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J Dairy Sci. 2017 Mar;100(3):1766-1779. doi: 10.3168/jds.2016-11500. Epub 2017 Jan 11.

The effects of adding fat to diets of lactating dairy cows on total-tract neutral detergent fiber digestibility: A meta-analysis.

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Department of Dairy Science, University of Wisconsin-Madison, Madison 53706.
Department of Dairy Science, University of Wisconsin-Madison, Madison 53706. Electronic address:


The objective of this meta-analysis was to determine the effects of supplemental fat on fiber digestibility in lactating dairy cattle. Published papers that evaluated the effects of adding fat to the diets of lactating dairy cattle on total-tract neutral detergent fiber digestibility (ttNDFd) and dry matter intake (DMI) were compiled. The final data set included 108 fat-supplemented treatment means, not including low-fat controls, from 38 publications. The fat-supplemented treatment means exhibited a wide range of ttNDFd (49.4% ± 9.3, mean ± standard deviation) and DMI (21.3 kg/d ± 3.5). Observations were summarized as the difference between the treatment means for fat-supplemented diets minus their respective low-fat control means. Additionally, those differences were divided by the difference in diet fatty acid (FA) concentration between the treatment and control diets. Treatment means were categorized by the type of fat supplement. Supplementing 3% FA in the diet as medium-chain fats (containing predominately 12- and 14-carbon saturated FA) or unsaturated vegetable oil decreased ttNDFd by 8.0 and 1.2 percentage units, respectively. Adding 3% calcium salts of long-chain FA or saturated fats increased ttNDFd by 3.2 and 1.3 percentage units, respectively. No other fat supplement type affected ttNDFd. Except for saturated fats and animal-vegetable fats, supplementing dietary fat decreased DMI. When the values for changes in ttNDFd are regressed on changes in DMI there was a positive relationship, though the coefficient of determination is only 0.20. When changes in ttNDFd were regressed on changes in DMI, within individual fat supplement types, there was no relationship within calcium salt supplements. There was a positive relationship between changes in ttNDFd and changes in DMI for saturated fats. Neither relationship suggested that the increased ttNDFd with calcium salts or saturated FA was due to decreased DMI for these fat sources. A subset of the means included measured ruminal neutral detergent fiber digestion. Analysis of this smaller data set did not suggest that ruminal neutral detergent fiber digestibility is depressed by fat supplementation more than ttNDFd. Adding fats, other than those with medium-chain FA, consistently increased digestible energy density of the diet. However, due to reduced DMI, this increased energy density may not result in increased digestible nutrient intake.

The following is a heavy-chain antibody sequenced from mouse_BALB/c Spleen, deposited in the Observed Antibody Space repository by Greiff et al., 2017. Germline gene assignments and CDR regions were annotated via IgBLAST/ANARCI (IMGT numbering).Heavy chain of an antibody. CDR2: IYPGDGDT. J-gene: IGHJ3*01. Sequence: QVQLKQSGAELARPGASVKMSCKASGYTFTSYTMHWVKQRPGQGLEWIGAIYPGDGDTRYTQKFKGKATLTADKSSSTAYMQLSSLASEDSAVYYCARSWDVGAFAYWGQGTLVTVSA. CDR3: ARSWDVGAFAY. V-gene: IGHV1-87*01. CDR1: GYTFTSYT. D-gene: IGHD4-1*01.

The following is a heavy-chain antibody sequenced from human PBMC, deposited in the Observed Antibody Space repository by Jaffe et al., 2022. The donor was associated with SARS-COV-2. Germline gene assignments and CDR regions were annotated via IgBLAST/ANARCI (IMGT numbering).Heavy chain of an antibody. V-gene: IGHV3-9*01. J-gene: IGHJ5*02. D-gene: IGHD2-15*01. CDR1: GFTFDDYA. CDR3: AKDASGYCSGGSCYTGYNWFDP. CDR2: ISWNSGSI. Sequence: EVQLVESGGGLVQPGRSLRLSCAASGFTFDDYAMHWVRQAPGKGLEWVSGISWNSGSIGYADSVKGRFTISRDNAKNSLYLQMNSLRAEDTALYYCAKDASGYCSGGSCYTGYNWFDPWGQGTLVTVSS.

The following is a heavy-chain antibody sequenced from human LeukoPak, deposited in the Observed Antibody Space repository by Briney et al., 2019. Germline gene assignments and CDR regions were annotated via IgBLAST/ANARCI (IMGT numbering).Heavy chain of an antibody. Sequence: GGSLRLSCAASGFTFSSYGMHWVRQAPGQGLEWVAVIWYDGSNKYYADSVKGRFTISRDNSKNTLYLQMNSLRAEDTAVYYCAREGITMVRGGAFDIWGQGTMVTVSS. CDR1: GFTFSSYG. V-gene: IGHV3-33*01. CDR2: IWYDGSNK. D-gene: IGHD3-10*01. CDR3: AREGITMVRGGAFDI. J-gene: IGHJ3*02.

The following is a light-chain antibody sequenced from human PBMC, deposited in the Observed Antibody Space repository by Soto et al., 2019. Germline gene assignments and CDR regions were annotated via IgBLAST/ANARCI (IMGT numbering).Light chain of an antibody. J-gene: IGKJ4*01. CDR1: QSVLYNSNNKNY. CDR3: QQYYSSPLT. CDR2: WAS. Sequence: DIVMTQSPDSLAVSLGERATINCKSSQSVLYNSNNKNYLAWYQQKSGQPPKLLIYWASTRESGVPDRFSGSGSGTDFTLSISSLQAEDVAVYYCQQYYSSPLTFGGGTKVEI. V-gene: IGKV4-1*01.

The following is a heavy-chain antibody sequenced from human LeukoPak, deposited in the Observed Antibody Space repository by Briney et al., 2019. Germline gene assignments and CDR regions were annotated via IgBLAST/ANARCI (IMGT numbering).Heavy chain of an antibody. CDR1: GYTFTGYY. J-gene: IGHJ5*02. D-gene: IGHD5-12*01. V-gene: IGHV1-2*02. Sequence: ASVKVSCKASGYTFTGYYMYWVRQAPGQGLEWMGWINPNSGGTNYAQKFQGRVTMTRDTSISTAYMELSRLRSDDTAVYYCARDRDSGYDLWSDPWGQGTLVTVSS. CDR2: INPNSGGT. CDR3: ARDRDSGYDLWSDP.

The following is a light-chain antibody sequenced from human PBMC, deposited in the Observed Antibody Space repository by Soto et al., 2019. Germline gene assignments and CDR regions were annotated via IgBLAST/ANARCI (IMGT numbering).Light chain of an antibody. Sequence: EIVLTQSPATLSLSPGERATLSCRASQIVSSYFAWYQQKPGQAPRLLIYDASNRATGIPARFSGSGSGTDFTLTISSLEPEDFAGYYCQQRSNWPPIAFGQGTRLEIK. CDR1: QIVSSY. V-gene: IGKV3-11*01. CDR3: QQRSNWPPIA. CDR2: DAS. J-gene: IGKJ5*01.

DMI; NDF digestibility; dairy cow; dietary fat

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